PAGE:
History of Agra Rugs
During the sixteenth century the city of Agra, famed for the Taj Mahal, was the capital of the Mughal Empire and the cultural center of Indian art forms such as inlaid stonework, jewelry, miniature paintings, architecture, textile design and rug & carpet weaving. In nineteenth century northern India, the art of oriental carpet weaving as a commercial enterprise was revived with stunning results. Since the golden age of Mughal India the production of rugs and carpets had virtually disappeared until it was regenerated under British rule. Prisoners in the country's jails - including those of Lahore, Yeraoda and Montgomery, as well as Agra - wove some of the most beautiful carpets. Designs for these antique Agra rugs were often based upon classical Persian pieces from the sixteenth and seventeenth century especially antique rugs and carpets in the collection of the Maharajah of Jaipur.
Many of these exceptional antique Agra jail carpets were commissioned by special order and found their way, via the powerful Anglo-Indian trading companies of the time, to the great houses of Britain and Europe. Antique Indian Agra rugs and carpets remain highly collectible, blending into both traditional and contemporary settings.
Design of Antique Agra Rugs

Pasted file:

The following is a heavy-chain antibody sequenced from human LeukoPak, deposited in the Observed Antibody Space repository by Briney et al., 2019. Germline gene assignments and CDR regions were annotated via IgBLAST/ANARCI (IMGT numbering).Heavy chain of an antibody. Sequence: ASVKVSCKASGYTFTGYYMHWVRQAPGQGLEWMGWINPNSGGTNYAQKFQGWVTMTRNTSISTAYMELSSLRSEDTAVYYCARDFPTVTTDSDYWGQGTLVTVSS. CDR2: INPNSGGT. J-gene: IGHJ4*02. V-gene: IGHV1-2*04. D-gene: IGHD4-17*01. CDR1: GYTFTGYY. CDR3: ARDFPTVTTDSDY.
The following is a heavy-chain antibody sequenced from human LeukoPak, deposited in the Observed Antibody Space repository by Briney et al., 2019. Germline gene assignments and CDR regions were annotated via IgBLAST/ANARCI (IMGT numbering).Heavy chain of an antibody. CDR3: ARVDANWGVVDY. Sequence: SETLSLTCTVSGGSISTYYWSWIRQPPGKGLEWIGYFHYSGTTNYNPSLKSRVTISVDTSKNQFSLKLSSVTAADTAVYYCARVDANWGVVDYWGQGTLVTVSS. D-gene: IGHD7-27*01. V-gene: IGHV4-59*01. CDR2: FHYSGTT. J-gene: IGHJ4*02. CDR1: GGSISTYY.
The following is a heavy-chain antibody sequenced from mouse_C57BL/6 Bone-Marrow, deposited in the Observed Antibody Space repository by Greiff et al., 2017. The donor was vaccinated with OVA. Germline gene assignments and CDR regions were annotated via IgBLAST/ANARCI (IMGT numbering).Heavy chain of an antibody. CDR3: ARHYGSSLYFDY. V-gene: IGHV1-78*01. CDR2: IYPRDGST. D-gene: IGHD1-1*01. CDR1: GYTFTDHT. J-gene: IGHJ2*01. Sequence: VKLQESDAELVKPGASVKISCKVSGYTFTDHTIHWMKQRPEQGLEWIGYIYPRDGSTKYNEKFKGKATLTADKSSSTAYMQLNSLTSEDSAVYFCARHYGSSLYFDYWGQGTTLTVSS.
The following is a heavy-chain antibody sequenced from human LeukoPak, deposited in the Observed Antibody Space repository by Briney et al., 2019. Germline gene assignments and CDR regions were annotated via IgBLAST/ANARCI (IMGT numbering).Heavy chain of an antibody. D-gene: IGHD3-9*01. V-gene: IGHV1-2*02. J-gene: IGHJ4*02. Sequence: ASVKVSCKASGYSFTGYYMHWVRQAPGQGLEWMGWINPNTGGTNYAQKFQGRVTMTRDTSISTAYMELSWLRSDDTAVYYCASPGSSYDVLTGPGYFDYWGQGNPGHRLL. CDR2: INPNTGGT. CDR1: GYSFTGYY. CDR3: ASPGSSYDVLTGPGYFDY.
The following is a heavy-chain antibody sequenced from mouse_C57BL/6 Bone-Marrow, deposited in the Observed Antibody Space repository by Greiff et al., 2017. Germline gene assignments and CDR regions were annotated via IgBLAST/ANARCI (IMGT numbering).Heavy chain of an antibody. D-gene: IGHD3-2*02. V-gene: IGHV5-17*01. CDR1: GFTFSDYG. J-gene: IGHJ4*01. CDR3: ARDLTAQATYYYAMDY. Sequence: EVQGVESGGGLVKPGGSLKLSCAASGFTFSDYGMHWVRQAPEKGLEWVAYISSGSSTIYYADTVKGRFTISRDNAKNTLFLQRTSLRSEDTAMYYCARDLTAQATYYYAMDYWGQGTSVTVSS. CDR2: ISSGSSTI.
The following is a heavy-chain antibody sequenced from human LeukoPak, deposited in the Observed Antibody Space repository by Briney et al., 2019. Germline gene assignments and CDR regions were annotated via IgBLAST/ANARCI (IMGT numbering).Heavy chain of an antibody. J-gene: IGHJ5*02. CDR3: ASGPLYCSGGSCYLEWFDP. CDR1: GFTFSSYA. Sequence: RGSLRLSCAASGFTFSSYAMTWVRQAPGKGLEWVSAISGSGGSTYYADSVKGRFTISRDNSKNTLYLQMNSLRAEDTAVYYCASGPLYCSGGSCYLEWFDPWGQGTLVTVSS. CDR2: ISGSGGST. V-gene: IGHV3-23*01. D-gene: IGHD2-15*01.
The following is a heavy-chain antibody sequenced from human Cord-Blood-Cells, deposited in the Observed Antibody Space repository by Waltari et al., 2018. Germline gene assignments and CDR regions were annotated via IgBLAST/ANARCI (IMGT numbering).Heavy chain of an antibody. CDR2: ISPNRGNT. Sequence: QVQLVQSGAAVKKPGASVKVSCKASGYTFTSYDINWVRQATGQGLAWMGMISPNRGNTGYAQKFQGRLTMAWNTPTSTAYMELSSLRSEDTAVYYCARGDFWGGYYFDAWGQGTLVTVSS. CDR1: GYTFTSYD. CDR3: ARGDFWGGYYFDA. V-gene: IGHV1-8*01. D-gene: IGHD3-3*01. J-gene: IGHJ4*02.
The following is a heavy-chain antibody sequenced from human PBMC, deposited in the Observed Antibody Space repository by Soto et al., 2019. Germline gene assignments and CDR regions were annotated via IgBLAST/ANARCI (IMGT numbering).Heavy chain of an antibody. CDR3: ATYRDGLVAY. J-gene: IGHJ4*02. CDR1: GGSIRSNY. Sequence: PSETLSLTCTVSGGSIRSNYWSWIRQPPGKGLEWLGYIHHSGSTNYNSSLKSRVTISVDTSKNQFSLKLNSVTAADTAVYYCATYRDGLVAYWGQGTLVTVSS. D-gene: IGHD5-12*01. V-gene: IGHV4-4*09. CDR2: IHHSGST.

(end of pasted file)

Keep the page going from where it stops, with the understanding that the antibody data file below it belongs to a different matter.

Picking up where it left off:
Although distinguished by captivating history and indisputably mesmerizing appearance, antique Agra rugs are hard to tell apart from other examples of fine Indian weaving. In fact, these fascinating floor coverings are even difficult to classify as they vary considerably is terms of size, design and composition. Nonetheless, some of the most impressive and breathtaking examples of paramount craftsmanship has been seen on antique Agra rugs. In general, antique Agra rugs most often exhibit open fields with minor medallions and spandrels, surrounded by tasteful floral borders. However, there are many instances of antique Agra rugs with all-over, dense and highly decorative patterns. Floral tendrils, angular vines and stars are frequent guests on masterfully executed fields of Agra carpets. These Indian weaving wonders build on utterly elegant color palette of olive greens, blues, yellows, reds and ivory. Next to awe-inspiring looks, antique Agra rugs are above all characterized by the finesse of knotting. Each piece is thoroughly hand-knotted of the first-rate wool (sometimes with the admixture of silk, or even entirely made of silk) in accordance with old and refined techniques. High knot density allowed skillful artisans to create all breathtaking, nature-related patterns which undoubtedly have a chance to adorn contemporary interior arrangements due to their timeless elegance and versatile appeal.